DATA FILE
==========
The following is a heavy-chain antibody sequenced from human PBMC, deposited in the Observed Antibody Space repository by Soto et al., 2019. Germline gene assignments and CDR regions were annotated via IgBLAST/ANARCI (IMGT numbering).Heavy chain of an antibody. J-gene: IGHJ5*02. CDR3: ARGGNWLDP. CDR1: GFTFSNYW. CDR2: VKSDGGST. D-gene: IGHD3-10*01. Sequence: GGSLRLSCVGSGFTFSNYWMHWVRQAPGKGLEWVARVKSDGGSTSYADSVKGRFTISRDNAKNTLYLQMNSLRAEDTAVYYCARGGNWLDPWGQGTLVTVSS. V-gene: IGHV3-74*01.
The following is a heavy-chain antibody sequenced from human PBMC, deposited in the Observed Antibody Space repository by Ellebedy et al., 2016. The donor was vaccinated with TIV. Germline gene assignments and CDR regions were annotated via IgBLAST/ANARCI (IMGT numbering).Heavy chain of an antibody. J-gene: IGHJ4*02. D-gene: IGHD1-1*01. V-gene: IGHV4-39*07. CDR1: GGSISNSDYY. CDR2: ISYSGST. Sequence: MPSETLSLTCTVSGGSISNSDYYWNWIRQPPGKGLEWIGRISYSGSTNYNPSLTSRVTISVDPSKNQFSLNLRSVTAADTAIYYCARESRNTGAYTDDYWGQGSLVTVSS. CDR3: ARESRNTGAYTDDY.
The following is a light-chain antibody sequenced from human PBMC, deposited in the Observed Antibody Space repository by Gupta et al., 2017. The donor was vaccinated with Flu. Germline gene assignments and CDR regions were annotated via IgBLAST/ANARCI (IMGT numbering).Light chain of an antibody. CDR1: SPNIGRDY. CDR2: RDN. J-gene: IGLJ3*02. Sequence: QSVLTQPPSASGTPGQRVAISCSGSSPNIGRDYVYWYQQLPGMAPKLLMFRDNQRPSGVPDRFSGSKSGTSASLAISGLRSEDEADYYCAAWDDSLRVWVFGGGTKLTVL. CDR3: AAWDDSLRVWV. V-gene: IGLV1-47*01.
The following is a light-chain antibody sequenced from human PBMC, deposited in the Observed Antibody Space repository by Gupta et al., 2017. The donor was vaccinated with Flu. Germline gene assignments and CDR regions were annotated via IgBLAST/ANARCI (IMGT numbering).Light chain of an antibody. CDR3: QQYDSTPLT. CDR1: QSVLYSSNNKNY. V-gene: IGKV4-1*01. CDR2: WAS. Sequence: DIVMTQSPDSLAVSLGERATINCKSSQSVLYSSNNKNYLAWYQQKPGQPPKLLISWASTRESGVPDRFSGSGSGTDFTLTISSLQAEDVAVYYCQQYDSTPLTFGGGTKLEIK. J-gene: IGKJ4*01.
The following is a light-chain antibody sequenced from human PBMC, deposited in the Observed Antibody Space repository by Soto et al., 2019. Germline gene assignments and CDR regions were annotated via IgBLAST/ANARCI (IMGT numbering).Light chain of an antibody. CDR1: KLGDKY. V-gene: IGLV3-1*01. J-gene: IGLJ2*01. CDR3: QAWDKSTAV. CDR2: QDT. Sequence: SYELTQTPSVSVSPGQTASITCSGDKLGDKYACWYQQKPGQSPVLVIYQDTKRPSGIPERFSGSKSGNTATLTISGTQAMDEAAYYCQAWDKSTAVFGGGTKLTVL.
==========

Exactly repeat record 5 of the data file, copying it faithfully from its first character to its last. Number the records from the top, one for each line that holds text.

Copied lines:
The following is a light-chain antibody sequenced from human PBMC, deposited in the Observed Antibody Space repository by Soto et al., 2019. Germline gene assignments and CDR regions were annotated via IgBLAST/ANARCI (IMGT numbering).Light chain of an antibody. CDR1: KLGDKY. V-gene: IGLV3-1*01. J-gene: IGLJ2*01. CDR3: QAWDKSTAV. CDR2: QDT. Sequence: SYELTQTPSVSVSPGQTASITCSGDKLGDKYACWYQQKPGQSPVLVIYQDTKRPSGIPERFSGSKSGNTATLTISGTQAMDEAAYYCQAWDKSTAVFGGGTKLTVL.